“No thanks. I can do it myself.” How often do we hear ourselves say that, and then we think, “Darn! I should have said yes!”? Probably more often than we would care to admit.
Many of my clients are small business owners or have very busy lives that include demanding careers. They call me to help them streamline their lives and in the next breath say, “I just can’t delegate.” Sooooo, how exactly am I to help, then? Freeing up time and space is difficult if we insist on doing everything ourselves.
In that case, before we can create an organizing plan and start hands-on work, we have to have a little discussion. We need to plumb the client’s beliefs about asking for help, establish boundaries, and manage expectations.
Forget what others may think of you if you ask for help. We have to acknowledge that asking for help is not a sign of weakness. As someone who prides herself on being fairly capable in a variety of different areas, I too forget this. I can say that asking for help does not mean someone is “less than” – not smart enough, not strong enough, not good enough. It does mean that someone is in touch with his/her limits and knows when s/he has reached them.
Humans are an interdependent species. We need other people. We aren’t all good at everything. There are things we each do well, and there are things that others do well. “Do what you do best and delegate the rest” is one of my favorite phrases. Imagine having to do everything yourself – everything. You would never perform heart surgery on yourself, right? Some things have to be done by other people. Think division of labor. More hands make light work, and therefore create more time for everyone to do the things they like to do, rather than spending all of their time doing the things they have to do.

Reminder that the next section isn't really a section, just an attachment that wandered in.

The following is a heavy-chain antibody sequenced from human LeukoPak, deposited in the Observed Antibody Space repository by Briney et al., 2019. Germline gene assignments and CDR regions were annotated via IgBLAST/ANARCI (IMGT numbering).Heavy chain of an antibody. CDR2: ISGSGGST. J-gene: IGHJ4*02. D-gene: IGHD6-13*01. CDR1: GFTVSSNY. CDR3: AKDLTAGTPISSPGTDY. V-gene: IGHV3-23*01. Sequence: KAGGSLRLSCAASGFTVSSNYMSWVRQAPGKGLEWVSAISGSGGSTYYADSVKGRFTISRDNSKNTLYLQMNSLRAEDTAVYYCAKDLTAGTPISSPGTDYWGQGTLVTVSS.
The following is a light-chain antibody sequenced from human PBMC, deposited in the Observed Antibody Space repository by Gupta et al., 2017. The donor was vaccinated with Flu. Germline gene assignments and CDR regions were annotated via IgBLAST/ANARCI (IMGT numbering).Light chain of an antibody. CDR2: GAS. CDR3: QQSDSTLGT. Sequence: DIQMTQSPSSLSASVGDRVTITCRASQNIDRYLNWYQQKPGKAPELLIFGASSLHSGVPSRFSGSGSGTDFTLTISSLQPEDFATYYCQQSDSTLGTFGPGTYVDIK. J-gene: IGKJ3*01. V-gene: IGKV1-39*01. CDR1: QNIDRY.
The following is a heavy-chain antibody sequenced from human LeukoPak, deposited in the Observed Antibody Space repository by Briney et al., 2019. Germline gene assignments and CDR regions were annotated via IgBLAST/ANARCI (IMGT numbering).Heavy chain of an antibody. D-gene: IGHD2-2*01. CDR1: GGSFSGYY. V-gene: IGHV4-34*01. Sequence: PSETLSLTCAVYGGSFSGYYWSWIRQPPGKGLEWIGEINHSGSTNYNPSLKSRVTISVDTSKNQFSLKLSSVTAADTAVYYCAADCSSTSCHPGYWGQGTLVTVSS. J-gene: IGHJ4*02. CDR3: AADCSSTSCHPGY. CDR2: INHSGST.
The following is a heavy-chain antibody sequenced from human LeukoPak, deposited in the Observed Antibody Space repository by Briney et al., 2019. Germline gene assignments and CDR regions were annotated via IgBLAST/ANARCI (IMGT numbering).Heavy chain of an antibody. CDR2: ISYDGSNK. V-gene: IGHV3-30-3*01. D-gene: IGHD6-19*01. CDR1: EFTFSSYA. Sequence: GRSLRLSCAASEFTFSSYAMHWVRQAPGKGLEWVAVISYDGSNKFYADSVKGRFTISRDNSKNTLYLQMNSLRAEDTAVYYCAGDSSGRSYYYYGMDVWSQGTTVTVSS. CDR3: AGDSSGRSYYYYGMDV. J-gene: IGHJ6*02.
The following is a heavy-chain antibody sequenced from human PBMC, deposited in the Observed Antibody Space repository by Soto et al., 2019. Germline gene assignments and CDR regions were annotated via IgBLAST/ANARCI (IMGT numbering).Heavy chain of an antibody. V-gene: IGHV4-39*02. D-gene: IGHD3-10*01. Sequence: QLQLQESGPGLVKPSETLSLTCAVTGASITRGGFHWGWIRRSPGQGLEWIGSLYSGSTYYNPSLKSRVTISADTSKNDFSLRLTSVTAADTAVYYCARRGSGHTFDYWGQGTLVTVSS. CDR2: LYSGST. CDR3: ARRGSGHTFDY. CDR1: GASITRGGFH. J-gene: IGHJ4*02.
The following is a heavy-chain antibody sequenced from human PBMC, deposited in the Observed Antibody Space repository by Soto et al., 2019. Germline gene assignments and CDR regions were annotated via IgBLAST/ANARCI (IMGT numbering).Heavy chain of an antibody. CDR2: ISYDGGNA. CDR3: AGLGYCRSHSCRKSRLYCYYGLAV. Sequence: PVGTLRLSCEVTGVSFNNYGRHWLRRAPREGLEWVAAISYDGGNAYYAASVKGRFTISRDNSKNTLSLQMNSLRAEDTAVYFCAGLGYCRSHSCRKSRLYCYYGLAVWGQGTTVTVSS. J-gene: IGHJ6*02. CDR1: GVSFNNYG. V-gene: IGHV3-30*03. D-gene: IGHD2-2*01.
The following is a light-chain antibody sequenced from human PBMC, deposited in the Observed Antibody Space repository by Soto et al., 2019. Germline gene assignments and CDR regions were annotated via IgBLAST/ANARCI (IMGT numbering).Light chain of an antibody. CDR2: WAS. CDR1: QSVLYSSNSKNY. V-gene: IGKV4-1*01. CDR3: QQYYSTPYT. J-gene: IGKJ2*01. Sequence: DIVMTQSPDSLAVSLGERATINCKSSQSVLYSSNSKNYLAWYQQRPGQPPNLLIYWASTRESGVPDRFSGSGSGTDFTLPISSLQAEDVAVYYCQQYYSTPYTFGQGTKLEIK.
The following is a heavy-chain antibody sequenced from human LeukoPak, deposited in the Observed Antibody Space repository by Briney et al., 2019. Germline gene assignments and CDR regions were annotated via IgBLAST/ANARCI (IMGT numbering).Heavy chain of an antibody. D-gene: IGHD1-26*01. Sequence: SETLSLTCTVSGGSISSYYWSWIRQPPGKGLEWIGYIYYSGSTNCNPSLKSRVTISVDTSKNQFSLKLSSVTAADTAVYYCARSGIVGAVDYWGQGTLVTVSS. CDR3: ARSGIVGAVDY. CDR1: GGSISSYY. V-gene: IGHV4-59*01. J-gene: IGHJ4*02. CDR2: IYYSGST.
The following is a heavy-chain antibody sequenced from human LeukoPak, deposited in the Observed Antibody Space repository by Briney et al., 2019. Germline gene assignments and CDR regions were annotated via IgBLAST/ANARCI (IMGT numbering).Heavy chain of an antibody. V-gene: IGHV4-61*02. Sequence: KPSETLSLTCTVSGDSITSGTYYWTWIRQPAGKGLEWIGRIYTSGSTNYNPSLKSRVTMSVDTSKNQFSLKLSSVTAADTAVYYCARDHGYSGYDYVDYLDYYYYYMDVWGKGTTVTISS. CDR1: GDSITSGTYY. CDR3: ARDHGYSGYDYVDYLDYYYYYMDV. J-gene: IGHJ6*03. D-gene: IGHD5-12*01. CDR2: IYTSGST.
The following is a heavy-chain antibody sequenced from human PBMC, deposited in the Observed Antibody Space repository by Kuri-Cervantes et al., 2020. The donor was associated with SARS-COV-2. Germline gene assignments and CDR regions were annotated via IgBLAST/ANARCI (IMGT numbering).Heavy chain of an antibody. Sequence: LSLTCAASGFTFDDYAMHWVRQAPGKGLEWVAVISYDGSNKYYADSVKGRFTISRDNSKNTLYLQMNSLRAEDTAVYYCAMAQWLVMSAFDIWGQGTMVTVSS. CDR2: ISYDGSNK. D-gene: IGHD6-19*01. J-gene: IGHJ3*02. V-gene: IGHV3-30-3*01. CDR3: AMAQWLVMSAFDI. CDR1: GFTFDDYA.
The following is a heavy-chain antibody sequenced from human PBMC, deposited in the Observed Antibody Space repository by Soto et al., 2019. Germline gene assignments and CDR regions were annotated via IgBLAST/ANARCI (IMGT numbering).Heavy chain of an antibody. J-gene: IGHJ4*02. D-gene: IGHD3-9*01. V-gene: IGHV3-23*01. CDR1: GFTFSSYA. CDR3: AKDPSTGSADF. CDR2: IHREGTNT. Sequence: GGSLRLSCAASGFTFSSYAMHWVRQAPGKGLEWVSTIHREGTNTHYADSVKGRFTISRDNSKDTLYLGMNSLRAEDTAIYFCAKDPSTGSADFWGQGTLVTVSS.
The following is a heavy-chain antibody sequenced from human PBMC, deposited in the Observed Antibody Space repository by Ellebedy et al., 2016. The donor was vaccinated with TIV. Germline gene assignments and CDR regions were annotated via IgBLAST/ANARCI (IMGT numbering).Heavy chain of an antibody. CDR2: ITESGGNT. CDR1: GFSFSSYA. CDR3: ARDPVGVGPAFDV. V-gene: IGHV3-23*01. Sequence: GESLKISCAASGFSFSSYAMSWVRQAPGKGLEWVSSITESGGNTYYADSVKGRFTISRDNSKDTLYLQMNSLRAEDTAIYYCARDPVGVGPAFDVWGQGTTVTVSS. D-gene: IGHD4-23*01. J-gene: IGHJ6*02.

Asking for help and delegating require that we give up a bit of control over the outcome. Some of us have perfectionist tendencies, thinking that no one can do something as well as we can. That may be. Someone else may have a different level of expertise but may also have innovative ideas. A new pair of eyes may see creative solutions to a situation that let everyone benefit. Establishing trust and allowing someone else to do something may require some practice, but the ultimate result is both parties grow – their skills, their emotional maturity, and their relationship.
Asking for help and delegating is solid self-care. We have only so much energy and brain capacity to go around. Conserving some of it by accepting assistance from others allows us to give our well-rested, mindful, present, nourished selves to the people and activities that mean most to us. I give you permission to accept help and to therefore value yourself.
Asking for help and delegating allow someone else to do a mitzvah (a good deed). Some people really do operate from a place of love and altruism. They thrive on doing things for others. If we do everything ourselves, we deny these people the opportunity to live in their sweet spot and thrive on being true to themselves.
Go ahead and say, “Yes, thank you,” the next time someone offers to help you. Enjoy the few extra minutes that person freed up for you and then pay it forward by helping someone else.
If you would like to contact Gayle about her services, please email her or call her office at 201-364-6833